Creating a functional interior is challenging. Creating a functional interior in less than 200 square feet, is MIND-BOGGLING!! Do you know what makes a Tumbleweed unique? The owner! Browse through a few tiny interiors below to see the creativity and individuality of each space. 

Ariel’s “Fy Nyth” Interior

Ariel’s interior design on her Tumbleweed Cypress 24 is clean and inviting. Her transforming couch and table are great examples of multi-purpose furniture and really work to expand the space! Ariel brought nature (and a pop of color) into her tiny space with live plants. Her dark curtains add depth to her tiny interior, and her wrap around book shelf?? Books are beautiful, why hide them?

Click here for more interior shots of “Fy Nyth”  

Ella’s “Little Yellow” Interior 

Ella’s modified Cypress -18 has a whimsical theme with its curved window trim, live edge countertop and floral accents. Wainscoting with a natural top cap adds complexity to her walls. Ella chose to paint her wall panels white, while leaving the ceiling natural, creating separation. Ella’s round kitchen sink is unique and beautiful, and she believes it’s more functional than a rectangular sink because her dishes are round. 

Click here for more interior shots of “Little Yellow” 

Art’s Tiny Sip House Interior

Art’s modified Tumbleweed Elm -18 interior is the sleek and earthy. The knotty paneling, reclaimed flooring and clean window trim combine to create a woodsy aesthetic. A reclaimed stained glass window (with a depiction of a crawfish) acts as a centerpiece for Louisiana Tiny House RV. LED lights with hand cut Shoji paper diffuse the interior light to a soft glow. Other highlights include a custom steel kitchen countertop and a collapsible futon couch. 

Click here for more photos of Art’s “Tiny SIP House

Brittany’s “Bayside Bungalow” Interior 

Brittany’s modified Cypress -18 is simple and sophisticated. “I wanted more of a cottage feel, rather than a cabin,” she explains. Brittany had spent some time in France prior to decorating her tiny house, and she fell in love with the cottages along the French countryside. Her glass front door expands her space and lets in a lot of natural light. She also incorporated wicker accents, such as baskets and wicker chairs. A fold down table acts as a desk and a dinning area. 

The “Bayside Bungalow” is available as a vacation rental in Olympia, Washington. More interior photos and information here.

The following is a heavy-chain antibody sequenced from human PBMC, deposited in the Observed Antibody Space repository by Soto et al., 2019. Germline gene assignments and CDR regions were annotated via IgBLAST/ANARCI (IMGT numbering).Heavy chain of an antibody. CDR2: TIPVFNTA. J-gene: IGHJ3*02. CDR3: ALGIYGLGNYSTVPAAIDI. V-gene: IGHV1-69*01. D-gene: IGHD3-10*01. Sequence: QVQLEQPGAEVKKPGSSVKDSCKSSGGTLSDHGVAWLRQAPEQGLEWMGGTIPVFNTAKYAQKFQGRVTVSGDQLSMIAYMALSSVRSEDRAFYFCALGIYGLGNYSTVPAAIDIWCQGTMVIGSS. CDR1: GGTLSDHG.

Jenna & Guillaume’s “Tiny House Giant Journey” Interior

This is my Tiny House RV interior, a modified Cypress – 20. I painted my walls because I felt that the pine panels clashed with my reclaimed accents, alligator juniper counters and maple floors. The white walls really open up the space, but they also protect my panels from moisture and warping. I chose bold patterns for my curtains, accent pillows and cushions. I mixed metals: copper, brass and steel. My interior design theme was a combination of “French Country” and “Rustic.” A stainless steel wood stove acts as a centerpiece for my tiny space. There’s nothing better than a tiny fireplace in a tiny space!

Imitation is the sincerest form of flattery. 

It’s okay to be inspired by others! I loved Ella’s live edge counter, Brittany’s glass door and Art’s dark floors. You can see their influence in my interior design, but I also made the space unique with some of my own ideas. For example, the thing I’m most proud of in my interior design, is the wood detail around my round window. Guillaume spent hours routing out a stump for our window trim, and we also created a “sunburst” effect with some spare pieces of reclaimed wood. It wasn’t easy, but the finished product was worth the effort. 

Click here for more photos of “Tiny House Giant Journey




Jenna BioJenna Spesard is currently living and traveling around North America in a DIY Tumbleweed Cypress with her partner, Guillaume, who is a professional photographer and Tumbleweed Workshop host. They are photographing and writing about their adventure and occasionally they will be hosting an open house. Be sure to follow their tiny house and giant journey here.